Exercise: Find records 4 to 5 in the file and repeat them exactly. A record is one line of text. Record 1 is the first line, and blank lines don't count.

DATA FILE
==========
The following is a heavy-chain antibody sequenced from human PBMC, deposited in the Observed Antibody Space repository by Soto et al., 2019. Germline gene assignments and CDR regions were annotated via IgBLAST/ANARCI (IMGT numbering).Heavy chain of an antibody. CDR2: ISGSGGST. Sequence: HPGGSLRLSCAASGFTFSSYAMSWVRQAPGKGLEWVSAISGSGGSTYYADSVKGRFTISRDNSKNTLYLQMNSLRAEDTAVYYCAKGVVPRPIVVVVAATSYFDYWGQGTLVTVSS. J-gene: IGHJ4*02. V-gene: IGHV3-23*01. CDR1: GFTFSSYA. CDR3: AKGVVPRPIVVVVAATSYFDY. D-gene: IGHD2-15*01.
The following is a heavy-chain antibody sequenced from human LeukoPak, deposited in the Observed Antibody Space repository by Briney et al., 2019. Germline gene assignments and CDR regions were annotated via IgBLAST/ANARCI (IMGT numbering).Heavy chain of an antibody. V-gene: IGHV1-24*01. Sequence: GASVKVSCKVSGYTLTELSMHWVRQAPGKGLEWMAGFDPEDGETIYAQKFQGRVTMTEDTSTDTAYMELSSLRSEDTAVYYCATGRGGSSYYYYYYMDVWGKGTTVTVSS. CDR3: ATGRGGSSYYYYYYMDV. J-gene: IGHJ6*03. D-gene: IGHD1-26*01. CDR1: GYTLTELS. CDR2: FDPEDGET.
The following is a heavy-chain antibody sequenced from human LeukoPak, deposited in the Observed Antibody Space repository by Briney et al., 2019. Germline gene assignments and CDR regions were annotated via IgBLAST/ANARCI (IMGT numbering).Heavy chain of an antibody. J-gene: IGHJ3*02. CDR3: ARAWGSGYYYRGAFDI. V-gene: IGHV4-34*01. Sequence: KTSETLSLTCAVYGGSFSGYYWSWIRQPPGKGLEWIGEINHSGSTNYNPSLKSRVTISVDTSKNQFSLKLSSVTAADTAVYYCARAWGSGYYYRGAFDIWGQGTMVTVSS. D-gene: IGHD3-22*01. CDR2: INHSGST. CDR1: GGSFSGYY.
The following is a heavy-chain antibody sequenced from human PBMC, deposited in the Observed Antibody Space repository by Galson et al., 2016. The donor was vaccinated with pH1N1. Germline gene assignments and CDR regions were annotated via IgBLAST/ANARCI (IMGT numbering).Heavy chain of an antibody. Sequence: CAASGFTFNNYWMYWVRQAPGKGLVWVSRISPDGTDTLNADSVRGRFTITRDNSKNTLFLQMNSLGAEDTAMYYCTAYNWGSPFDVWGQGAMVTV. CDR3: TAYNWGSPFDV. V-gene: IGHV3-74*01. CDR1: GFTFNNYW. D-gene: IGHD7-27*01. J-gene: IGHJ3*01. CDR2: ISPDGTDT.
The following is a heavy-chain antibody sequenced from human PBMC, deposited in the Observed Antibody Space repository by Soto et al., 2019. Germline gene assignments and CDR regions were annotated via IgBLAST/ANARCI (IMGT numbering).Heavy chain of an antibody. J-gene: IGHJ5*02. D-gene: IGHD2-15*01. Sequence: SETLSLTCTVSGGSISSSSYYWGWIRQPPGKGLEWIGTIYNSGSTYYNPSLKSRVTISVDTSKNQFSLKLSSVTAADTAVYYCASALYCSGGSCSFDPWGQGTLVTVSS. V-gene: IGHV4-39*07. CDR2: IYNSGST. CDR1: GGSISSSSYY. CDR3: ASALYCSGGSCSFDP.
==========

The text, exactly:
The following is a heavy-chain antibody sequenced from human PBMC, deposited in the Observed Antibody Space repository by Galson et al., 2016. The donor was vaccinated with pH1N1. Germline gene assignments and CDR regions were annotated via IgBLAST/ANARCI (IMGT numbering).Heavy chain of an antibody. Sequence: CAASGFTFNNYWMYWVRQAPGKGLVWVSRISPDGTDTLNADSVRGRFTITRDNSKNTLFLQMNSLGAEDTAMYYCTAYNWGSPFDVWGQGAMVTV. CDR3: TAYNWGSPFDV. V-gene: IGHV3-74*01. CDR1: GFTFNNYW. D-gene: IGHD7-27*01. J-gene: IGHJ3*01. CDR2: ISPDGTDT.
The following is a heavy-chain antibody sequenced from human PBMC, deposited in the Observed Antibody Space repository by Soto et al., 2019. Germline gene assignments and CDR regions were annotated via IgBLAST/ANARCI (IMGT numbering).Heavy chain of an antibody. J-gene: IGHJ5*02. D-gene: IGHD2-15*01. Sequence: SETLSLTCTVSGGSISSSSYYWGWIRQPPGKGLEWIGTIYNSGSTYYNPSLKSRVTISVDTSKNQFSLKLSSVTAADTAVYYCASALYCSGGSCSFDPWGQGTLVTVSS. V-gene: IGHV4-39*07. CDR2: IYNSGST. CDR1: GGSISSSSYY. CDR3: ASALYCSGGSCSFDP.